Iraq: postwar notes 2 (1 aug 2005)

As we enter the last half of 2005 it's useful to reflect over the spring 2003 invasion of Iraq and its consequences.

It has now become totally clear that the war was deliberately initiated by the US and the UK and sold to the public by a pallette of lies and provocations. Any remaining doubts have been dispelled by the infamous Downing Street Memo of July 2002, which can be read in its entirety here.

As an example, contrast this excerpt from Blair's March 2003 letter to Labour party members:

The Government has taken the decision to use military action to ensure the disarmament of Iraq, not because we have any quarrel with the people of Iraq - in fact they have suffered more than anyone under the tyrannical Iraqi regime. We have done so to enforce the many UN resolutions on Iraq and its weapons of mass destruction which have been passed over the years.

with these excerpts from the Downing Street memo, issued 9 months earlier:

C reported on his recent talks in Washington. There was a perceptible shift in attitude. Military action was now seen as inevitable. Bush wanted to remove Saddam, through military action, justified by the conjunction of terrorism and WMD. But the intelligence and facts were being fixed around the policy. The NSC had no patience with the UN route, and no enthusiasm for publishing material on the Iraqi regime's record...The Defence Secretary said that the US had already begun "spikes of activity" to put pressure on the regime. No decisions had been taken, but he thought the most likely timing in US minds for military action to begin was January..

It seemed clear that Bush had made up his mind to take military action, even if the timing was not yet decided. But the case was thin. Saddam was not threatening his neighbours, and his WMD capability was less than that of Libya, North Korea or Iran..

We should work up a plan for an ultimatum to Saddam to allow back in the UN weapons inspectors. This would also help with the legal justification for the use of force...The Prime Minister said that it would make a big difference politically and legally if Saddam refused to allow in the UN inspectors...

We should work on the assumption that the UK would take part in any military action...

The Foreign Secretary would send the Prime Minister the background on the UN inspectors, and discreetly work up the ultimatum to Saddam...

These lines show that rather than enforcing UN resolutions, Bush and Blair were actively manipulating the UN weapons inspections in order to use them as a pretext for their war of aggression, as well as secretly initiating a war of aggression into provoking a response from Saddam ("spikes of activity"). In the event, neither of these strategems worked, so they went to war anyway, more or less according to the predetermined timetable.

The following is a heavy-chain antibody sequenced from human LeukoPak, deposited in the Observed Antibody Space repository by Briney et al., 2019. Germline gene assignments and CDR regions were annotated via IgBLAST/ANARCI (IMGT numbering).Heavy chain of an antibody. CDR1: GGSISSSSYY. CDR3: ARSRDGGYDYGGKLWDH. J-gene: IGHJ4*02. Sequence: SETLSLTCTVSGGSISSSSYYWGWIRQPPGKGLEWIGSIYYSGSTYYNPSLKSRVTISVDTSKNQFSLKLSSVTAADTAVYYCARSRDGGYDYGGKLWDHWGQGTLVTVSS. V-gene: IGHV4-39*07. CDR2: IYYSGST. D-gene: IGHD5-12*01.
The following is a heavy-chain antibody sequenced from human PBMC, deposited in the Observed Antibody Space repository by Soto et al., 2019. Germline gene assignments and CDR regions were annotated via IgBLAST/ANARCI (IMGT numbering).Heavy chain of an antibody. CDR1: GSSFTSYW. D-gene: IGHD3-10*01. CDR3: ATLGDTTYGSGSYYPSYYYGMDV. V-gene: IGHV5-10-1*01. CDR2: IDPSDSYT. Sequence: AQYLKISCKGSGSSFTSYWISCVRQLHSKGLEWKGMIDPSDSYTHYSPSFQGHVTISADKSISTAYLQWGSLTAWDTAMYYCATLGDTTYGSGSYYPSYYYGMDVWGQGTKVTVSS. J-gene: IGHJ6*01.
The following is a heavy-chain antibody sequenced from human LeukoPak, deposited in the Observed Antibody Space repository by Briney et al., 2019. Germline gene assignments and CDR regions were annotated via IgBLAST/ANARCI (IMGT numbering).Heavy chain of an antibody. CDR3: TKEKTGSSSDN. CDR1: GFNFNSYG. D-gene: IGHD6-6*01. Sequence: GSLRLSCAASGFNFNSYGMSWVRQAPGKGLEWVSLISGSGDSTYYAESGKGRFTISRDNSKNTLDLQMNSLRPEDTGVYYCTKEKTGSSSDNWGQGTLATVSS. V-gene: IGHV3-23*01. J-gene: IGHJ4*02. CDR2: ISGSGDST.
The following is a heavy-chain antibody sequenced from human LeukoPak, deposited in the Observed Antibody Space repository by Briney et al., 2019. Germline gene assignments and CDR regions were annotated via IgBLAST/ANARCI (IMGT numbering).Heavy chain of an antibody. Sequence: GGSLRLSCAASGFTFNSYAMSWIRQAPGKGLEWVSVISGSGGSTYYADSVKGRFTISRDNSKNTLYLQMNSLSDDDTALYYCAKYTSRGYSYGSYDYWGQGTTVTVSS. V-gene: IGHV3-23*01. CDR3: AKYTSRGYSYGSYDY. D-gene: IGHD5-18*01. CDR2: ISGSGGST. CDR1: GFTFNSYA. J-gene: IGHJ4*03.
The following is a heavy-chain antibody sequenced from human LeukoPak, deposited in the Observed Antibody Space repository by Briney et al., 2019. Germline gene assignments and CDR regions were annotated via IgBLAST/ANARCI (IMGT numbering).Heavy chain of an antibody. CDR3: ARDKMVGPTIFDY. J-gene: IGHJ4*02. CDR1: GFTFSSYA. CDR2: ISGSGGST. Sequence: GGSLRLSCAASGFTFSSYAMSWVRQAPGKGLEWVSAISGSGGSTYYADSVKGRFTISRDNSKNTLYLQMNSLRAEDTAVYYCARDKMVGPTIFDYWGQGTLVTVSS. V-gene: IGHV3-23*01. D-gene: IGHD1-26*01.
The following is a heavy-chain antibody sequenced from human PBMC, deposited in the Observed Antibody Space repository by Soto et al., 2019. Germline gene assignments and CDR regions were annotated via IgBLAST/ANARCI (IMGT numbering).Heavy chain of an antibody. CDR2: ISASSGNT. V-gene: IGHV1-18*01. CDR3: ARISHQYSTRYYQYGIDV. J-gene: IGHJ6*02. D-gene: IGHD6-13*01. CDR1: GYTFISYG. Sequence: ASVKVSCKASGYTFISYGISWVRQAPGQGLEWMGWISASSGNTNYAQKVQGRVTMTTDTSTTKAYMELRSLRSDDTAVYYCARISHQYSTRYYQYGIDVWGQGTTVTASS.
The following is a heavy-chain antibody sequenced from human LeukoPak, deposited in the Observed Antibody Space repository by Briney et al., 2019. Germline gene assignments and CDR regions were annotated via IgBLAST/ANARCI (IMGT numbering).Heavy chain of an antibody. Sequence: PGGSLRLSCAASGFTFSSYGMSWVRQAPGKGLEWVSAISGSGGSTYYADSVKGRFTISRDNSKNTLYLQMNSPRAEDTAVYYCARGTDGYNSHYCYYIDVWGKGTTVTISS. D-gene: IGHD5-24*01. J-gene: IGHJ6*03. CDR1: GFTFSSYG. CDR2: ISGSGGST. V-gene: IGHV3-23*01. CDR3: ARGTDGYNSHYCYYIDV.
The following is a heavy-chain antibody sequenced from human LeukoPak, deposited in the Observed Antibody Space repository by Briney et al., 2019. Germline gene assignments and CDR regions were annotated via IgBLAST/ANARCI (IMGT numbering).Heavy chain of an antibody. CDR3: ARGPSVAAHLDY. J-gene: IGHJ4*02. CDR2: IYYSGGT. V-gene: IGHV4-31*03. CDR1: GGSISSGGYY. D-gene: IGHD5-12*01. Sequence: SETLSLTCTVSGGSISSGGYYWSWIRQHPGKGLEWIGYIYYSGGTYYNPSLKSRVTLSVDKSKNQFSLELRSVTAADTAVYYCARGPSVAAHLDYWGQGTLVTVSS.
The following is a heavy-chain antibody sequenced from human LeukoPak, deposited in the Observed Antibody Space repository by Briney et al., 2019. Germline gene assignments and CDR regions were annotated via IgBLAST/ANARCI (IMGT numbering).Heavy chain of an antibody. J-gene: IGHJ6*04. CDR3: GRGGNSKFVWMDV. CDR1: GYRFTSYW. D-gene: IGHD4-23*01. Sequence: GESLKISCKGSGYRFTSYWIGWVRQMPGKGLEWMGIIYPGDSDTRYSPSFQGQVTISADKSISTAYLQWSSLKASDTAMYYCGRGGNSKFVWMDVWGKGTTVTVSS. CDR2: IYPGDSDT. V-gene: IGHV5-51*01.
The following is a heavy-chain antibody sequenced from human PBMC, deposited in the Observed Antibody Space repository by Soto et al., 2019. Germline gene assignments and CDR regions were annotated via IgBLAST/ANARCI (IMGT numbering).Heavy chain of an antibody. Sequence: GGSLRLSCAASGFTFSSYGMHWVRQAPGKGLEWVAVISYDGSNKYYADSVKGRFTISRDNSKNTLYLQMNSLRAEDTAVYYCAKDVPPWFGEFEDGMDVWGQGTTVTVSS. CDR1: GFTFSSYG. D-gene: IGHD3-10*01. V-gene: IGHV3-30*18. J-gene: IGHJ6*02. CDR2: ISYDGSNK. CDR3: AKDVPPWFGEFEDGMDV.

As a result of this war, around 100,000 Iraqi civilians have died (see the Lancet study), as well as several thousand invading troops, untold hundreds of thousands of Iraqi soldiers, and some hundreds of civilians in the invading countries (Madrid, London, etc.).

Let's take stock of my comments before the war, and the situation as it looks now. (See the International Tribunal on Iraq for more details).

Before the war, I said:

In Iraq, enforced "regime change" will be followed pretty surely by:

Point 1: There is certainly a very vigorous and murderous "insurgency", which is indeed being brutally suppressed, with widespread use of killings and torture, such as sexual humiliations, etc. However, at the moment, the resistance seems to be more nationalist than overtly Islamic.

Point 2: There is certainly a crisis in infrastructure, especially the electric supply. There is widespread impoverishment and malnutrition, although the general situation is possibly marginally better than at the immediate prewar period, when UN-imposed sanctions had already bitten for 10 years, leading to the deaths of possibly 500,000 Iraqi children (Hans von Sponeck). There have been huge numbers of Iraqi civilian and military casualties (estimated to be around 100,000 of the former).

Point 3: The strong resistance of the Iraqi people and foreign supporters seems to have put further invasion plans on hold for the time being. But the well-justified fear of eventual invasion may have stimulated Iran into an acceleration of its nuclear weapons program.

Point 4: Undeniably and regrettably true. Unfortunately the Madrid and London bombings are probably only the start.

Point 5: Israel has used the war as a cover for construction of its widely condemned "separation wall", well inside the Occupied Territories, which has directly robbed even more land from Palestinians, and is otherwise designed to make life so difficult and humiliating that those who have the option of leaving will not return. Nevertheless direct physical expulsion of large numbers of Palestinians from the Occupied Territories does not seem to be on the cards right now. Israel's current tactics are to use a highly publicized and dramatized withdrawal of settlers from the Gaza strip as a cover for cementing control over a wide area around Jerusalem and choice bits of the West Bank. The remaining areas (Gaza and the rest of the West Bank) are destined to become huge and impoverished prison camps, intersected by checkpoints and security roads. Wait and see - the "world" (i.e. the "free press") will find this completely acceptable and will even praise Israel's magnanimity for the Gaza withdrawal.

Back to the Iraq notes.

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